What is so striking about Einstein’s writing is his humility and poetic sense of creation. Not even eloquent theologians use such refreshing phrases as the “music of the spheres.”
In 1929, Einstein and his wife were at a dinner party and the discussion turned to astrology. Einstein denounced it as superstition. One of the other guests likewise derided religion as mere superstition. When pressed to explain his own views, Einstein said, “Try and penetrate with our limited means the secrets of nature and you will find that, behind all the discernible laws and connections, there remains something subtle, intangible and inexplicable. Veneration for this force beyond anything that we can comprehend is my religion. To that extent I am, in fact, religious.”
Later, he further articulated his viewpoints in his essay “What I Believe.” “The most beautiful emotion we can experience is the mysterious. It is the fundamental emotion that stands at the cradle of all true art and science,” wrote Einstein. “He to whom this emotion is a stranger, who can no longer wonder and stand rapt in awe, is as good as dead, a snuffed-out candle. To sense that behind anything that can be experienced there is something that our minds cannot grasp, whose beauty and sublimity reaches us only indirectly: this is religiousness. In this sense, and in this sense only, I am a devoutly religious man.”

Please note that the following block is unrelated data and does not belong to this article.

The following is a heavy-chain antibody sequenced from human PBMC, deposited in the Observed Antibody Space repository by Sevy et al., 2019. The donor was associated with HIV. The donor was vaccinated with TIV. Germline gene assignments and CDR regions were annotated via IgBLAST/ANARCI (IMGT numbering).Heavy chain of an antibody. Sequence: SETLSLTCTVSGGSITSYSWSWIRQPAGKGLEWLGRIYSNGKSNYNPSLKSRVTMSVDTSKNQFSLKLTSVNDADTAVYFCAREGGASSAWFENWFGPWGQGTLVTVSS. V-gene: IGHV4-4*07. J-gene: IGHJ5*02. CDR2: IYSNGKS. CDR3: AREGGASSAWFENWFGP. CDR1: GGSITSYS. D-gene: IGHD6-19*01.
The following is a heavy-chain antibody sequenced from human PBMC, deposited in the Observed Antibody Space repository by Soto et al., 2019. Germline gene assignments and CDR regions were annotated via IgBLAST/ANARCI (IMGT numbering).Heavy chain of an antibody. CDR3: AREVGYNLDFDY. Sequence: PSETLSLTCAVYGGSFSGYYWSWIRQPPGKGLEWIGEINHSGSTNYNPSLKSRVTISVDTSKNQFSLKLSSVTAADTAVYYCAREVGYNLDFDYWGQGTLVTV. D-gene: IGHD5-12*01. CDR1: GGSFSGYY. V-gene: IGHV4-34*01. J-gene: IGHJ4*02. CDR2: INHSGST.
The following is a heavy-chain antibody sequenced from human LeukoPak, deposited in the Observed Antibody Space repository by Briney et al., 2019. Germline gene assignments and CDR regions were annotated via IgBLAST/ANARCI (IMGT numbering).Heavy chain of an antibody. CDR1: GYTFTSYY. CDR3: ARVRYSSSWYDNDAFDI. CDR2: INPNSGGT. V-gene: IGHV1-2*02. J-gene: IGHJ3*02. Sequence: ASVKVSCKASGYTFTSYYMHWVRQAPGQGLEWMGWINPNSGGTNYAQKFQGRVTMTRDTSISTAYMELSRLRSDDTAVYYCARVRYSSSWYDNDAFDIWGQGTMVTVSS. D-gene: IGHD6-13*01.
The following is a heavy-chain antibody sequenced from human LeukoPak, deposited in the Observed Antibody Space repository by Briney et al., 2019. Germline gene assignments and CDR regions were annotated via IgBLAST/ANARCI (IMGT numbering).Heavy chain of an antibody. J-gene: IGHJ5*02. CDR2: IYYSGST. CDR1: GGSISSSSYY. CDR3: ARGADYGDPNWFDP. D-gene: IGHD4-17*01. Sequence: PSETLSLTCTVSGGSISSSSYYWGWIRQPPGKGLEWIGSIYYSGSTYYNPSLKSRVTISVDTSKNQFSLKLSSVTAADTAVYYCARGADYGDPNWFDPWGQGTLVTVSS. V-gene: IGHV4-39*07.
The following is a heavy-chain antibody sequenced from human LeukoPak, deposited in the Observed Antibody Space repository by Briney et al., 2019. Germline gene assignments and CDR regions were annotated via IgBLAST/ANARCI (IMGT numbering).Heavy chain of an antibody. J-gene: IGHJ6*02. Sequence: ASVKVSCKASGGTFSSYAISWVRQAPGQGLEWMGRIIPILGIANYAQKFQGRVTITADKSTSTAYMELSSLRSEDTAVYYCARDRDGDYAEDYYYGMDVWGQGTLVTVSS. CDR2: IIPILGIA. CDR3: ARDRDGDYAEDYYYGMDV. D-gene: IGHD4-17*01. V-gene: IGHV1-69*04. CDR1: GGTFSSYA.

The mop-top genius who captivated the affection of the world with his quirky brilliance was insatiably curious as a child about why the compass always pointed north. He knew there must have been a reason. As a mature scientist, his desire to know true north led him on his quest to grasp the mind of God.
At a conference on science and religion at Union Theological Seminary in New York, Einstein said, “Science can be created only by those who are thoroughly imbued with the aspiration toward truth and understanding. This source of feeling, however, springs from the sphere of religion.”
The lecture garnered major press coverage and his conclusion became widely quoted: “The situation may be expressed by an image: science without religion is lame, religion without science is blind.” If anyone earned the right to make such an authoritative statement about science and religion, Albert Einstein would be the one.